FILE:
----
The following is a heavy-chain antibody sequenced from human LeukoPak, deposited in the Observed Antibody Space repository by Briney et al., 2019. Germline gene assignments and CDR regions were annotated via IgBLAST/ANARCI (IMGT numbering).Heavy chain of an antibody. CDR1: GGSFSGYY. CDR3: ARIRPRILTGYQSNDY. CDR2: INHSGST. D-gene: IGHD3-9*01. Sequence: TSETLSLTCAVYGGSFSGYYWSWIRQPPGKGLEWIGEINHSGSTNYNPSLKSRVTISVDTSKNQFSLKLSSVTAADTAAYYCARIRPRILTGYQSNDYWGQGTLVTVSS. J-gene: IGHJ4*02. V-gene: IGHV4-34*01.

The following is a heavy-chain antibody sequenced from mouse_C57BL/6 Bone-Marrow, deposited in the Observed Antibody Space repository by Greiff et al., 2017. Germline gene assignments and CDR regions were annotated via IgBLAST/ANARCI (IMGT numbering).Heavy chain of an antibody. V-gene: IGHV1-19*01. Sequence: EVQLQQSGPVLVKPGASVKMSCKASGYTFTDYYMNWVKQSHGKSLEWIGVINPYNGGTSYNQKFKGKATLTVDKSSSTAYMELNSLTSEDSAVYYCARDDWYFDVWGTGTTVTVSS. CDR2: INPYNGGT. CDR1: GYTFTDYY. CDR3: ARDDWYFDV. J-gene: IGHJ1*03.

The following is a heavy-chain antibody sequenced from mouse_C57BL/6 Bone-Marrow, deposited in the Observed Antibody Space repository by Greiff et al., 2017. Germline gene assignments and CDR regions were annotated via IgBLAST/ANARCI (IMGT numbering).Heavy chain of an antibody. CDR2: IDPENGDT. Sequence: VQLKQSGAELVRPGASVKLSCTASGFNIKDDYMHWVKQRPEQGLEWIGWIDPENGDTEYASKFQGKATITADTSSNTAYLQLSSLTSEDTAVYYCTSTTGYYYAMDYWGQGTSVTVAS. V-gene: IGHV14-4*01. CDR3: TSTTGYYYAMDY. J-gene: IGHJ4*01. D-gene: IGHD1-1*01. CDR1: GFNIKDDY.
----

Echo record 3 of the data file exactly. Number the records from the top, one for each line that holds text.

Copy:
The following is a heavy-chain antibody sequenced from mouse_C57BL/6 Bone-Marrow, deposited in the Observed Antibody Space repository by Greiff et al., 2017. Germline gene assignments and CDR regions were annotated via IgBLAST/ANARCI (IMGT numbering).Heavy chain of an antibody. CDR2: IDPENGDT. Sequence: VQLKQSGAELVRPGASVKLSCTASGFNIKDDYMHWVKQRPEQGLEWIGWIDPENGDTEYASKFQGKATITADTSSNTAYLQLSSLTSEDTAVYYCTSTTGYYYAMDYWGQGTSVTVAS. V-gene: IGHV14-4*01. CDR3: TSTTGYYYAMDY. J-gene: IGHJ4*01. D-gene: IGHD1-1*01. CDR1: GFNIKDDY.